The cytotoxicity of each hit from the Spectrum and NCI library screens was determined using a stepwise classification process. The Pubchem Bioassay Database was mined to assess the impact of our hits in prior mammalian tumor cell cytotoxicity screens conducted by the NCI. The majority of our hit compounds have already been tested for cytotoxicity in 45–115 screens conducted by the NCI. For those hits, if over 50% of the NCI screens indicated the drug to be cytotoxic, we designated that hit as “toxic” in our listing. If 10%–50% of the NCI screens indicated cytotoxic properties for that compound, we classified it as “moderately toxic.” If less than 10% of NCI screens indicated toxicity, we classified it “non-toxic.” A subset of our hit compounds have been run in 2 or fewer prior NCI screens. For those, hits, a preliminary cytotoxicity designation was assigned based upon the cell density reported by our screen. The average cell density per well was first calculated for each set of treatments, and treatments that failed to shift the cell density of a single well more than +/−33% from the plate average were designated as “non-toxic.” Treatments that increased the average cell density to more that 33% over the average density were classified as “toxicity unclear”, while treatments that reduced average cell density to 33%–66% below the average cell density were classified as “moderately toxic.”

Drug treatments in Drosophila and Brugia

ALB (Sigma), ALB-SO and ALB-SO2 (Santa Cruz Biotechnology) were dissolved into DMSO to create 10 mM stock solutions.

The flies used for this study, w; Sp/Cyo; Sb/TM6B, were reared on fly food consisting of 0.5% agar, 7% molasses, 6% cornmeal, and 0.8% killed yeast. Newly eclosed flies were collected, reared for 3 days, starved one day, and then fed compounds of interest for one day. For titer assessment experiments, compounds were diluted to a final concentration of 100 uM in yeast paste. Equivalent amounts of carrier DMSO diluted into these nutrient sources were used as a control.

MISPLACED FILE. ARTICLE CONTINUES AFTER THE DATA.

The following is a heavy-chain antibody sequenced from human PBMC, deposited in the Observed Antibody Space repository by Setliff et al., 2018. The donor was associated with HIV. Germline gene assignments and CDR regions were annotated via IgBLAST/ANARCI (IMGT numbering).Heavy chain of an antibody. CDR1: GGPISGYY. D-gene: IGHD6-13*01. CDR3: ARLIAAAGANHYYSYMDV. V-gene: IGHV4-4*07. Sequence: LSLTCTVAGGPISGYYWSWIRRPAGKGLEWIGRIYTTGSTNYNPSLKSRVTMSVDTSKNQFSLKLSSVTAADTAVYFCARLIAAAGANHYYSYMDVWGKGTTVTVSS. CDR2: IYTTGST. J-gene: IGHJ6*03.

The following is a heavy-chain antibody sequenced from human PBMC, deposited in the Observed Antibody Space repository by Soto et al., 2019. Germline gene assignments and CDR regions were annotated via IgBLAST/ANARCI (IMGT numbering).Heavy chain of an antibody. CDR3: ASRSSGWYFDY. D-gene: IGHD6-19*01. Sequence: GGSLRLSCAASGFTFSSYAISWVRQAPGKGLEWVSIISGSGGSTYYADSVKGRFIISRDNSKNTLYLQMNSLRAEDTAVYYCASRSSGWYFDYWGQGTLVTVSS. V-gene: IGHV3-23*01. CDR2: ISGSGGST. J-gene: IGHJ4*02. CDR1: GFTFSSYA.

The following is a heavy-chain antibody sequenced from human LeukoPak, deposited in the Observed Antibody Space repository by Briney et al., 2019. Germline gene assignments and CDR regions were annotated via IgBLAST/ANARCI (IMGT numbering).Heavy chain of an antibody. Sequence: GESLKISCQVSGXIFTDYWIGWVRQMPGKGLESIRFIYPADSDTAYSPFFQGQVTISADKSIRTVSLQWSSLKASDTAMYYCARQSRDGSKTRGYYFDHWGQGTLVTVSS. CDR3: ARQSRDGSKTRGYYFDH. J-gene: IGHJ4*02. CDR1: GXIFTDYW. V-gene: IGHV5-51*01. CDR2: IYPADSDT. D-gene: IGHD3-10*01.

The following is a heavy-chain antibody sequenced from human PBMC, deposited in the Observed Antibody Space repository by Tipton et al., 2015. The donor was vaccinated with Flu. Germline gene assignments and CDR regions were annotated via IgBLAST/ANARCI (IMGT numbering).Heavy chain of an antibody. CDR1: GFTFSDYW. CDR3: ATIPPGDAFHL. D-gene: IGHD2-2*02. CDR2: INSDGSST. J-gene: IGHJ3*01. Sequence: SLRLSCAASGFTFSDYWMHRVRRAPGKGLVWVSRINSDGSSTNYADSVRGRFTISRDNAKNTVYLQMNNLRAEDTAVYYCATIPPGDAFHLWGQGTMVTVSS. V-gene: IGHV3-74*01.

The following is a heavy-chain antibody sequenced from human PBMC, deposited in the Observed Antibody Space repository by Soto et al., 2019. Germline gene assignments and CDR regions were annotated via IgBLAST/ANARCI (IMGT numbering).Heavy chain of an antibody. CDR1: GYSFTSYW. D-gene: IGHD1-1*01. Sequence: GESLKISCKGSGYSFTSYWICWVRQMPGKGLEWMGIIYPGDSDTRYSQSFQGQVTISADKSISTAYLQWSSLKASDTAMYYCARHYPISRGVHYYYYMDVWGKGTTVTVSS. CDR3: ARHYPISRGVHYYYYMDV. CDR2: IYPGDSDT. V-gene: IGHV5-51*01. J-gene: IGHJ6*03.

Brugia microfilariae were provided by TRS (Athens, Georgia). These were resuspended in 2 mL tissue culture media containing 50 uM of each compound of interest, except for colchicine, which was administered at 20 uM. Control worms were provided an equivalent dilution of carrier DMSO alone. Microfilariae were incubated with the compounds for 1 day at 37 C with 7.5% CO2. Adult Brugia were incubated for 3 days.

Live imaging of tissue culture cells

Tissue culture chamber slides were coated with 0.5 mg/mL Concanavalin A, followed by addition of JW18 cells. After a 24-hour incubation at 25°C, cells were exposed to Syto-11 (Molecular Probes) for one minute at a dilution of 1:50,000. Cells were imaged on a Leica SP2 confocal microscope at 100× magnification and 2.75× optical zoom using FITC filters. Images were acquired at 5-second intervals for up to 10 minutes.

Tissue staining and analysis

A combination of fixation and staining methods was used. Propidium iodide and microtubule staining of Drosophila ovarian tissue was also done using established methods [54], [55], [76], [77]. Brugia staining was performed as previously described [121]. Briefly, worms were sectioned and fixed in PFA 3.2% for 10 minutes, rinsed in PBS+0.1% Triton-X100, and incubated overnight in RNAseA (10 mg/mL) in PBST, prior a 30 second incubation in a propidium iodide solution (1 mg/mL diluted100X in PBST). Worm fragments were washed for 1 minute in PBST and mounted in DAPI Vectashield mounting medium (Vector Labs). For FtsZ staining, worm fragments were incubated with rabbit anti-FtsZ [78] in PBST after a 1:500 dilution, after RNAse treatment, washed three times for 10 minutes, before adding a CY5-conjugated anti-rabbit secondary antibody, followed by 3 washes of 10 minutes in PBST and mounting in DAPI Vectashield mounting medium. Microtubules were stained using the monoclonal antibody DM1α (Sigma) at 1:250 and an Alexa488-conjugated goat anti-mouse secondary antibody (Molecular Probes) was used at 1:250. Mouse anti-histone H1 (Millipore MAB052) was used at 1:500, and rabbit anti-phospho-histone H3 (Millipore) was used at 1:1000.

Data collection was conducted as previously. All tissues were imaged using Leica SP2 and Leica SP5 confocal microscopes. Wolbachia were quantified in single focal planes of stage 10A Drosophila oocytes using established methods [67]. To measure Wolbachia length in the Brugia ovaries, 11 images representing a 2 micrometer-thick Z-stack were merged to make a single image, followed by assessment of bacterial length using the Leica SP2 line quantification function. Average Wolbachia titer values associated with drug treatments were normalized against their respective DMSO controls as previously to ensure comparability between experiments [67].

Statistical analysis was conducted using established methods. The ANOVA function in SPSS was used to evaluate Wolbachia titer differences in Drosophila oogenesis and differences in Wolbachia length in B. malayi. Chi-square tests were used to compare the frequency of Wolbachia posterior localization in Drosophila oogenesis and to evaluate ratios of Wolbachia per host nucleus in the Brugia ovary.